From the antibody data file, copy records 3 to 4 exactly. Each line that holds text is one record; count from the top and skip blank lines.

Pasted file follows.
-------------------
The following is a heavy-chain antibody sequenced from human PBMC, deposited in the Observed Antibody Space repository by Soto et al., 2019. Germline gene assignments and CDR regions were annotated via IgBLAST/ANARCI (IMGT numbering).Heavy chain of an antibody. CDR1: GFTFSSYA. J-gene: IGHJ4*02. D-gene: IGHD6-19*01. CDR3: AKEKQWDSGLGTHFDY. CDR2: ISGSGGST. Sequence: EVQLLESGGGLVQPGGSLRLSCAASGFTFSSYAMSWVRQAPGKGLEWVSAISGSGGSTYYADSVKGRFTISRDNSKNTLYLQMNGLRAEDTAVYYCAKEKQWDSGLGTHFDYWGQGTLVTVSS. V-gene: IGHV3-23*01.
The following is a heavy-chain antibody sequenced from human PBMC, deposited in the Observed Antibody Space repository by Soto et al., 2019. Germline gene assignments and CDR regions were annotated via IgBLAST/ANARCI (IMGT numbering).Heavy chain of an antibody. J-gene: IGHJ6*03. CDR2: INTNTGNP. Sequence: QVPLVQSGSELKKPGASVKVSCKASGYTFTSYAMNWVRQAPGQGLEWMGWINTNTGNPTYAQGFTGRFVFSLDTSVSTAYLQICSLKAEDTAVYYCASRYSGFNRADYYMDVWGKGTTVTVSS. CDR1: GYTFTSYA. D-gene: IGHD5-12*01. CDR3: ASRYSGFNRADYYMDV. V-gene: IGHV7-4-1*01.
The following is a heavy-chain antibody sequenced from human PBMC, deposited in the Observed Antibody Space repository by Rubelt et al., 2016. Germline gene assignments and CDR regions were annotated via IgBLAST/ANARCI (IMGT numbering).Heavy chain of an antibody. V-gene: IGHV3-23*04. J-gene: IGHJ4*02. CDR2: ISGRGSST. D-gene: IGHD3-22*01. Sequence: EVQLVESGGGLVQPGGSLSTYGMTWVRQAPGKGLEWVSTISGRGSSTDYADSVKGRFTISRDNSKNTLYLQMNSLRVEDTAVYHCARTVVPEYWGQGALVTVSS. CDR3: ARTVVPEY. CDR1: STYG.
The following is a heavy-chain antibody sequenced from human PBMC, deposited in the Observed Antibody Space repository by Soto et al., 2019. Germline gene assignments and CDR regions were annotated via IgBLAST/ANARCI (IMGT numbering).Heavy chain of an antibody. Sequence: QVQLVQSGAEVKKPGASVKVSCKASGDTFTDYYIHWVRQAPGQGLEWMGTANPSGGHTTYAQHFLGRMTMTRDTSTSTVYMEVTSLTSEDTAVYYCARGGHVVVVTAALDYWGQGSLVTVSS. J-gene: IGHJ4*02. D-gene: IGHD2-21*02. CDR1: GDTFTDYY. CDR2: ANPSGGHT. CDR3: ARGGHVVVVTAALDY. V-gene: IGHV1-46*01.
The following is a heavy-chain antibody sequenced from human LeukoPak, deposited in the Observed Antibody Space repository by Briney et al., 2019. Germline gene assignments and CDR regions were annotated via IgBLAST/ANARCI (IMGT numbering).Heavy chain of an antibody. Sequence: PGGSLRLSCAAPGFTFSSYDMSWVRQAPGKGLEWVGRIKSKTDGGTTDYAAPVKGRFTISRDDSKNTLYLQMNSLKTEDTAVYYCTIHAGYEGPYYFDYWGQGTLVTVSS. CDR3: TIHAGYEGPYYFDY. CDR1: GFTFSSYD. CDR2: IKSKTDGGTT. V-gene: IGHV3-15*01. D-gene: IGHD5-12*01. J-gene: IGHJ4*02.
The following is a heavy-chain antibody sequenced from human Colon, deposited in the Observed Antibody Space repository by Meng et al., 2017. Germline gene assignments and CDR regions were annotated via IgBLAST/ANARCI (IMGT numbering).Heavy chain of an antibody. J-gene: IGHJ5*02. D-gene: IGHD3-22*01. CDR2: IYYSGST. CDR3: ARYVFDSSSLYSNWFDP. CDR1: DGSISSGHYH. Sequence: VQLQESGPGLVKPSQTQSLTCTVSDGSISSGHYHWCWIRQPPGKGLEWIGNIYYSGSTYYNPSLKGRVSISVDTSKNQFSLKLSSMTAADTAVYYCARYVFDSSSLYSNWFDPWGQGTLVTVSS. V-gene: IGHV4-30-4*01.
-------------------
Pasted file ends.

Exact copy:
The following is a heavy-chain antibody sequenced from human PBMC, deposited in the Observed Antibody Space repository by Rubelt et al., 2016. Germline gene assignments and CDR regions were annotated via IgBLAST/ANARCI (IMGT numbering).Heavy chain of an antibody. V-gene: IGHV3-23*04. J-gene: IGHJ4*02. CDR2: ISGRGSST. D-gene: IGHD3-22*01. Sequence: EVQLVESGGGLVQPGGSLSTYGMTWVRQAPGKGLEWVSTISGRGSSTDYADSVKGRFTISRDNSKNTLYLQMNSLRVEDTAVYHCARTVVPEYWGQGALVTVSS. CDR3: ARTVVPEY. CDR1: STYG.
The following is a heavy-chain antibody sequenced from human PBMC, deposited in the Observed Antibody Space repository by Soto et al., 2019. Germline gene assignments and CDR regions were annotated via IgBLAST/ANARCI (IMGT numbering).Heavy chain of an antibody. Sequence: QVQLVQSGAEVKKPGASVKVSCKASGDTFTDYYIHWVRQAPGQGLEWMGTANPSGGHTTYAQHFLGRMTMTRDTSTSTVYMEVTSLTSEDTAVYYCARGGHVVVVTAALDYWGQGSLVTVSS. J-gene: IGHJ4*02. D-gene: IGHD2-21*02. CDR1: GDTFTDYY. CDR2: ANPSGGHT. CDR3: ARGGHVVVVTAALDY. V-gene: IGHV1-46*01.